Helen Ennis

The ABR Podcast 

Released every Thursday, the ABR podcast features our finest reviews, poetry, fiction, interviews, and commentary.

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Beejay Silcox

Episode #92

‘Those shelves have power’

Beejay Silcox on Chronicles of a Cairo Bookseller by Nadia Wassef

‍In 2002, Nadia Wassef founded – with her sister, Hind, and their friend, Nihal – the Cairo-based independent bookstore Diwan. Wassef’s memoir, Chronicles of a Cairo Bookseller, is a record of the setbacks and success of the store’s creation, while also an insight into a nation simmering with revolutionary politics. In today’s episode, ABR critic Beejay Silcox, who spent several years living in Egypt, describes in a personal review how she stumbled upon Diwan on her first night in Cairo: ‘a pocket of alphabetised calm in the city’s ever-roiling chaos’.




Recent episodes:

The Australian modernist photographer Max Dupain is commonly known for his sweltering photograph Sunbaker, which offered the nation one of its most iconic beach images. In today’s episode, Helen Ennis reads her essay ‘Max Dupain’s dilemmas’, which was commended in the 2021 Calibre Essay Prize. It explores the breadth of Dupain’s work beyond Sunbaker, as well as his own grapplings with self-doubt and his complicated perspectives on life and travel.

Helen Ennis is Emeritus Professor at the ANU Centre for Art History and Art Theory and a past ABR Fellow. She is an independent photography curator and writer specialising in the area of Australian photographic practice. She is currently writing a biography of Max Dupain.

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Max Dupain, one of Australia’s most accomplished photographers, was filled with self-doubt. He told us so – repeatedly – in public commentary, especially during the 1980s, in the last years of his life. It is striking how candid he was, how personal, verging on the confessional, and how little attention we paid to what he said, either during his lifetime or since (he died in 1992, aged eighty-one).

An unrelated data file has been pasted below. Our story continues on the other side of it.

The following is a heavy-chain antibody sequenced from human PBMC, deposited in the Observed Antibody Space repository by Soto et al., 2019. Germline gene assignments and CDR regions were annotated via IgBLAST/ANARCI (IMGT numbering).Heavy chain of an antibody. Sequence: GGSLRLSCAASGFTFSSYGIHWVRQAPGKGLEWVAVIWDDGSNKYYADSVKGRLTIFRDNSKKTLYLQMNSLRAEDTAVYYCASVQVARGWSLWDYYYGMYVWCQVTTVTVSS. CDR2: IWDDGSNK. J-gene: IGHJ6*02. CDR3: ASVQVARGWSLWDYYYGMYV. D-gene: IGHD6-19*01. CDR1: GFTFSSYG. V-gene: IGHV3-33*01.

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A lover of photography since childhood, by the time Olive Cotton, who was born in Sydney in 1911, was in her twenties she was already creating the pictures that were to define her as one of Australia’s foremost women photographers, although this would not be acknowledged until the 1980s. Apart from the photographs she made, Cotton left little material trace of a life that spanned nine decades (she died in 2003). This lack of physical evidence presented a challenge for biographer Helen Ennis, a former curator of photography at the National Gallery of Australia and an art historian, who has nonetheless managed to weave a compelling, if at times diaphanous, narrative.

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Vivian Maier has received the kind of attention most photographers and artists can only dream of – multiple monographs, documentary films, commercial gallery representation, extraordinary public interest, and now a biography. However, all this activity and acclaim has occurred posthumously. In her lifetime ...